I can’t watch the nightly gorefest that the TV coverage of Gaza has become.
The sight of bloodied children every night and the roll call of testimonials about the loss of entire families doesn’t make me more informed or understanding of the conflict.
I know war is hell, dehumanising and the enemy of truth.
I know if it bleeds it leads, particularly in pictures-driven television news.
I know we shouldn’t hide ourselves away from what is happening in the world, especially as journalists.
But the parade of horrors on my screen has just become voyeuristic voyages across the smoking ruins of people’s lives with little information or facts to leaven the experience, just a warning that these images may distress.
The interviews with mothers and fathers wild with grief, their dead children beside them, may well be “real human stories” but at what point do we acknowledge that this immersive journalism is unhealthy, that sitting comfortably in the armchair of a living room in Canberra watching the unspeakable night after night does nobody any good.
I’m not the only one. Veteran UK newsman and Guardian columnist Simon Jenkins came to the same conclusion, slamming television news for descending into exploitative emotional manipulation.
“This is tabloid television, offering a ghoulish gloss on what news should be about, which is facts and their informed interpretation. Yet it is assumed that we cannot handle this, and instead are given endless vox pops with people on the ground. We need something to stir the emotions,” he wrote recently.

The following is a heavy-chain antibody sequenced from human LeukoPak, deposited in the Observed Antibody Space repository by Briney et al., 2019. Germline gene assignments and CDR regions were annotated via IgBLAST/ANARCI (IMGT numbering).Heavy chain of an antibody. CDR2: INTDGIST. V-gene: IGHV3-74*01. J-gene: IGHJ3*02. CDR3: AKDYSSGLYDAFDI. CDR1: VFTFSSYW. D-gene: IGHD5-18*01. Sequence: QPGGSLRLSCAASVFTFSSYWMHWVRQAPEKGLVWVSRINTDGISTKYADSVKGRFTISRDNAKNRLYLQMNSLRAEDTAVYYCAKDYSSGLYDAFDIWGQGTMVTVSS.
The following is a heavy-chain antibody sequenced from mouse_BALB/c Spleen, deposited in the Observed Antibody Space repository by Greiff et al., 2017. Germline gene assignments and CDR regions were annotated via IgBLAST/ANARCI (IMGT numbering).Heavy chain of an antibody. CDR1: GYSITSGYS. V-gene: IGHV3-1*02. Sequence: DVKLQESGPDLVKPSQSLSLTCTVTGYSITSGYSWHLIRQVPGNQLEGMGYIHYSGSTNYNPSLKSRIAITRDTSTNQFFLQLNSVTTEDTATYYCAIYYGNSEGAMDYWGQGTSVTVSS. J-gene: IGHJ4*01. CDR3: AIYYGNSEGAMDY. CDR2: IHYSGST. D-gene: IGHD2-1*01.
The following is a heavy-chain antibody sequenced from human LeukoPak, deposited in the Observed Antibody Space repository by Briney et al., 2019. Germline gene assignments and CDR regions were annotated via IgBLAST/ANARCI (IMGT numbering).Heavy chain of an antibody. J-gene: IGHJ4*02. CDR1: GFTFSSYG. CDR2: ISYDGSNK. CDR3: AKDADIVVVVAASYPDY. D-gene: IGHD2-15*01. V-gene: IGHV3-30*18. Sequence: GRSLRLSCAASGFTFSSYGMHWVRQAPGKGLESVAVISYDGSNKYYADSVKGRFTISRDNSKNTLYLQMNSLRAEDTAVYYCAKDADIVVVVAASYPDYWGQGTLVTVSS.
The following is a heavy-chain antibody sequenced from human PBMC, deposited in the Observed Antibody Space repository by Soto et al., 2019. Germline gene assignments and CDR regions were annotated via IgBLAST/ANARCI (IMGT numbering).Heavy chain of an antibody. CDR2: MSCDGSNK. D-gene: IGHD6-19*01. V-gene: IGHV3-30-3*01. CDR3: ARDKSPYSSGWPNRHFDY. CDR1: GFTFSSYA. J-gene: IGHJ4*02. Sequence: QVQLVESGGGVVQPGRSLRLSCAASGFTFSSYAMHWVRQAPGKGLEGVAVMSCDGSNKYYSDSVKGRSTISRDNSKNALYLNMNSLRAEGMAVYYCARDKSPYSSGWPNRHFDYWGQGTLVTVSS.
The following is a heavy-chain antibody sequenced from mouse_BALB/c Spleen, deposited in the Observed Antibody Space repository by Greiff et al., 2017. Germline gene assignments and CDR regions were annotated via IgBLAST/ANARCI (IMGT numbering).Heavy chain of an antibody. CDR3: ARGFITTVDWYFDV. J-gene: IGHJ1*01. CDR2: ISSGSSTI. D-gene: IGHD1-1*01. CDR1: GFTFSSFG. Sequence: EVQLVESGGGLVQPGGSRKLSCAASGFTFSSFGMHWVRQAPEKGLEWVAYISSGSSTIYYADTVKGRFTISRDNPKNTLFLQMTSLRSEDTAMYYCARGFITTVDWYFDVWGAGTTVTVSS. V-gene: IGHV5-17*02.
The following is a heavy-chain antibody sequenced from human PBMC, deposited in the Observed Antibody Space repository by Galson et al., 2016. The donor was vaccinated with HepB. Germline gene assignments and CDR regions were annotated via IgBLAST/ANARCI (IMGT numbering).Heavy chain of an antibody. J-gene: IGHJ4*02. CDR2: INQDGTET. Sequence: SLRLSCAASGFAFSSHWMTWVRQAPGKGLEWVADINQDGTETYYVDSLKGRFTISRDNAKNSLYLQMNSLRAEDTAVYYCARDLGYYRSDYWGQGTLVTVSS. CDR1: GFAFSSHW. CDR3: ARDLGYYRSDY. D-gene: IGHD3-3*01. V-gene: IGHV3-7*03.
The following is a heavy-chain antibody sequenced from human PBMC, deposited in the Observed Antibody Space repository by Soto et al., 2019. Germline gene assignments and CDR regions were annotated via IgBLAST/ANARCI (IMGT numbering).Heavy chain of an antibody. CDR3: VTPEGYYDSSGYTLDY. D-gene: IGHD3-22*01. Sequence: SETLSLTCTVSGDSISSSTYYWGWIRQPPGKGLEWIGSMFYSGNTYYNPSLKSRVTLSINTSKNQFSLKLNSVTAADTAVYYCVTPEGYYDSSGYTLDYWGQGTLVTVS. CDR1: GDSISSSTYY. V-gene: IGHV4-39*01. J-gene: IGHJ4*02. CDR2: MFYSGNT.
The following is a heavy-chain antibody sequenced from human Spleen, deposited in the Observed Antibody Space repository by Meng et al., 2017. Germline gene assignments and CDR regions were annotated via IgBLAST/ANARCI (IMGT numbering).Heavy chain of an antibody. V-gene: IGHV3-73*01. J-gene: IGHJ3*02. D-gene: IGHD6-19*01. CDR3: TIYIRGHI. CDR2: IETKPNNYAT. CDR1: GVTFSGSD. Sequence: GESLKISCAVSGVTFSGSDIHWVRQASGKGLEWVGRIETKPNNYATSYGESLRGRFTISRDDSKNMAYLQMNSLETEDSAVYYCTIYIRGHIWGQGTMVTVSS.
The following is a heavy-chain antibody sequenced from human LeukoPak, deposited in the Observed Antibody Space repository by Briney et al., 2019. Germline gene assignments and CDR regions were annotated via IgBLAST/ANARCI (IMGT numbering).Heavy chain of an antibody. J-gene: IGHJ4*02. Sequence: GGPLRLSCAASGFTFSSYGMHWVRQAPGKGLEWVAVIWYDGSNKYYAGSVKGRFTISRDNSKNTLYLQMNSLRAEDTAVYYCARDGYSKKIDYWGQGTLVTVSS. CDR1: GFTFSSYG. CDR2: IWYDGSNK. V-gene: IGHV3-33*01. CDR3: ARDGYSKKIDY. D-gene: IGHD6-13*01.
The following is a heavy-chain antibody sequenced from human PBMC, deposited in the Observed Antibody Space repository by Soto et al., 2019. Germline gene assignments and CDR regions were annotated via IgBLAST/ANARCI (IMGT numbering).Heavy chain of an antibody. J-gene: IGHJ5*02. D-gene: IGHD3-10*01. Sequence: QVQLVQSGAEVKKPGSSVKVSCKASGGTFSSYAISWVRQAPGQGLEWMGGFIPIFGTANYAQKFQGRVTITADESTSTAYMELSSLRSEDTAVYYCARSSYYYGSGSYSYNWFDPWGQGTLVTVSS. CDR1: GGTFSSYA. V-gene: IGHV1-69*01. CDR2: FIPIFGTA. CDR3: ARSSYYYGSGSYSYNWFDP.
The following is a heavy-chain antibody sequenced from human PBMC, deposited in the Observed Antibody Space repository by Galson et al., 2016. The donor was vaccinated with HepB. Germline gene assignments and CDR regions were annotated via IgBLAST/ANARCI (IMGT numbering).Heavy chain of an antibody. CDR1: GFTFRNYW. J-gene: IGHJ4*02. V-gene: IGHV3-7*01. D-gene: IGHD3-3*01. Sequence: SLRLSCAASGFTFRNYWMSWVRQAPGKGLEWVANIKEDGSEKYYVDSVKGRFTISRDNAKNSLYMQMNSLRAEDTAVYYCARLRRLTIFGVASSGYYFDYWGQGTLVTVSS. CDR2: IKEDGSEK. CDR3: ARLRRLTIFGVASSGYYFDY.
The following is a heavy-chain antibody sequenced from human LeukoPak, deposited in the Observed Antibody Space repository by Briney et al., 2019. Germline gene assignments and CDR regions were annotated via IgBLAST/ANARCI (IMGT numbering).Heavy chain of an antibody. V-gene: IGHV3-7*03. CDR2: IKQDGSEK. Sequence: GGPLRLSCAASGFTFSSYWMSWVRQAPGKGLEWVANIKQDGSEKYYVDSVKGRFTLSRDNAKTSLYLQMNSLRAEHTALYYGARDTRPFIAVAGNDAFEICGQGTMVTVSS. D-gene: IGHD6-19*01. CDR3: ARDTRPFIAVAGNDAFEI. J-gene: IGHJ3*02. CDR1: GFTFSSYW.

He admits he is feeling better for not watching the news, and I can concur.
It doesn’t mean we don’t care, or aren’t interested, but will we be better informed at the end of the bulletin?
Probably not, and I just don’t need to watch torturous close-ups of suffering to understand their pain.
There was a time when newsrooms had serious debates about showing such images, particularly for TV at that time of the day, but now it seems anything goes.
But this is not simulated Netflix violence but war in all its unforgiving brutality.
The awful thing about this conflict is that it is but the latest chapter in the interminable violence in the Holy Land, and a solution seems as far off as ever.
The nature of Hamas’s murderous and barbaric attack on Israel does set this round apart but it has only harvested an even deadlier response, and we are being asked to decide the impossible – which lives are more valuable.
Is it anti-Semitic to question the civilian death toll in Gaza?
Is it anti-Palestine to support Israel’s right to defend itself and to condemn an organisation that would expose its own people to such agony and openly want Israel’s destruction?
One of the more interesting and little-reported facts about Hamas is that one of its biggest supporters was Israeli PM Benjamin Netanyahu, who helped keep it strong to pursue a divide-and-rule policy against the Palestinians and undermine any hope of a two-state solution.
There are those on both sides who can’t abide by any notion of peaceful coexistence.
The danger is that while Hamas may be defeated, out of the fire will be forged a new enemy, its ranks filled by another generation of angry young men with nothing to lose.
I don’t pretend to have all the answers but I do know that I won’t find them looking at relentless pictures of death.